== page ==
End of Reform: New Deal Liberalism in Recession and War

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When Franklin D. Roosevelt and his Democratic party won a landslide victory in the 1936 elections, the way seemed open for the New Deal to complete the restructuring of American government it had begun in 1933. But, as Alan Brinkley makes clear, no sooner were the votes counted than the New Deal began to encounter a series of crippling political and economic problems that stalled its agenda and forced an agonizing reappraisal of the liberal ideas that had shaped it - a reappraisal still in progress when the United States entered World War II. The wartime experience helped complete the transformation of New Deal liberalism. It muted Washington's hostility to the corporate world and diminished liberal faith in the capacity of government to reform capitalism. But it also helped legitimize Keynesian fiscal policies, reinforce commitments to social welfare, and create broad support for "full employment" as the centerpiece of postwar liberal hopes. By the end of the war, New Deal liberalism had transformed itself and assumed its modern form - a form that is faring much less well today than almost anyone would have imagined a generation ago. The End of Reform is a study of ideas and of the people who shaped them: Franklin Roosevelt, Henry Wallace, Harold Ickes, Henry Morgenthau, Jesse Jones, Tommy Corcoran, Leon Henderson, Marriner Eccles, Thurman Arnold, Alvin Hansen. It chronicles a critical moment in the history of modern American politics, and it speculates that the New Deal's retreat from issues of wealth, class, and economic power has contributed to present-day liberalism's travails.

Franklin D. Roosevelt's New Deal was a turning point in the role of the federal government and in the expectations of American citizens. Now, Alan Brinkley, whose Voices of Protest won the American Book Award for History, shows how New Deal liberalism was transformed into a new beast during and after World War II--and why it is faring so poorly in the 1990s.

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Editorial Reviews

Publishers Weekly - Publisher's Weekly
A central tenet of Franklin Roosevelt's New Deal, at least through 1937, was the belief that government's mission is to counterbalance the structural flaws and inequalities of modern industrial capitalism. But in FDR's second term, argues Columbia professor of American history Brinkley (Voices of Protest), this goal was abandoned, and after 1945 liberals turned away from the early New Deal's experiments in statist planning and antimonopoly crusades. Instead, a new liberalism that has since dominated much of American political life embraced the belief that the key to a successful society is economic growth through high consumption. Brinkley identifies the hallmarks of this new liberalism as commitment to a compensatory welfare system, Keynesian fiscal policies for increasing public spending and a ``rights-based'' emphasis on personal liberties and entitlements for various groups. The author provides a revealing look at FDR's inner circle, weighing its members' rhetoric against their accomplishments and against the ideological attenuation of New Deal philosophy. (Feb.)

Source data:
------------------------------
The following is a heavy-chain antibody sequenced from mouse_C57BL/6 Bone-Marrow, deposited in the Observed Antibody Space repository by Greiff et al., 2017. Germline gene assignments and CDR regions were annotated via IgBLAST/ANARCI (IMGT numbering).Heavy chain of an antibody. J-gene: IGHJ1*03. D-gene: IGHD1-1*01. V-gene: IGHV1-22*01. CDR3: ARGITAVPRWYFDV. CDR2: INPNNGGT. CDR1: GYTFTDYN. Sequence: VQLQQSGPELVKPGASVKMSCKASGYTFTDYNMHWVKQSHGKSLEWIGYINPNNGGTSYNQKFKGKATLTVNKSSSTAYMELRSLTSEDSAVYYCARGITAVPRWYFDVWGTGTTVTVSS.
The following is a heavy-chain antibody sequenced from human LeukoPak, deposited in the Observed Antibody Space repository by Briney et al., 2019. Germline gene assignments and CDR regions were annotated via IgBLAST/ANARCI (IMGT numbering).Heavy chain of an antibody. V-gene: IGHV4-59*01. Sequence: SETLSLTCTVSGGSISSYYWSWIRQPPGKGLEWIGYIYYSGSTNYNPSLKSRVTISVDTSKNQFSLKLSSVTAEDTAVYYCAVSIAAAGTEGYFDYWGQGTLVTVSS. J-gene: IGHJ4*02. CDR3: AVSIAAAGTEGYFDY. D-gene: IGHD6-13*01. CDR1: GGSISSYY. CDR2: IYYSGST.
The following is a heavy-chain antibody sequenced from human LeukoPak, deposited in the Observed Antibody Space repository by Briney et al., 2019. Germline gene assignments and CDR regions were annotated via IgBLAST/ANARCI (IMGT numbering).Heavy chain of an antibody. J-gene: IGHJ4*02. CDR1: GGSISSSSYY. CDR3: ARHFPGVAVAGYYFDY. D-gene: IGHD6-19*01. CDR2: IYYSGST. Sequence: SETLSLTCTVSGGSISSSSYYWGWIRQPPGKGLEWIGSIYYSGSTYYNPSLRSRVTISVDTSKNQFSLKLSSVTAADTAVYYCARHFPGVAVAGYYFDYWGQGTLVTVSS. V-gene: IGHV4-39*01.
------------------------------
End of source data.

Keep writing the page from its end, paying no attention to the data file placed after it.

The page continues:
Library Journal
Brinkley's latest book complements his earlier Voices of Protest (LJ 4/1/82), a celebrated study of popular 1930s movements led by Huey Long and Father Coughlin. As in Voices, Brinkley is concerned with a lost tradition in American reform, but now he examines the altogether different milieu of the economists and officials who shaped federal economic policy during the latter period of the New Deal and World War II. This was a period, he argues, when liberals abandoned any real interest in restructuring U.S. political economy as liberalism gave up its quarrel with concentrated economic power and instead embraced a more constructed concept of reform based upon Keynesian ideas and attention to consumption rather than production. This is a major reinterpretation of the New Deal; a graceful, careful, and accessible study of difficult terrain in economic history and a timely historical backdrop to the position of liberalism in the 1990s. This book will receive wide attention among historians and beyond and should be an automatic purchase for all academic and most public libraries.-Robert F. Nardini, North Chichester, N.H.
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Product Details

  • ISBN-13: 9780679753148
  • Publisher: Knopf Doubleday Publishing Group
  • Publication date: 1/28/1996
  • Edition description: Reprint
  • Pages: 371
  • Product dimensions: 5.20 (w) x 7.98 (h) x 0.79 (d)

Meet the Author

Alan Brinkley is a professor of American History at Columbia University. His previous books include Voices of Protest: Huey Long, Father Coughlin, and the Great Depression, which won the American Book Award for History, and The Unfinished Nation: A Concise History of the American People. His essays, articles, and reviews have appeared in the American Historical Review, the Journal of American History, The New York Times Book Review, The New York Review of Books, the Times Literary Supplement, The New Republic, and other publications. He lives with his wife and daughter in New York City.
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Table of Contents

Introduction: The Concept of New Deal Liberalism 3
1 The Crisis of New Deal Liberalism 15
2 "An Ordered Economic World" 31
3 The "New Dealers" and the Regulatory Impulse 48
4 Spending and Consumption 65
5 The Struggle for a Program 86
6 The Anti-monopoly Moment 106
7 Liberals Embattled 137
8 Mobilizing for War 175
9 The New Unionism and the New Liberalism 201
10 Planning for Full Employment 227
Epilogue: The Reconstruction of New Deal Liberalism 265
Archival Sources 273
Notes 277
Index 361
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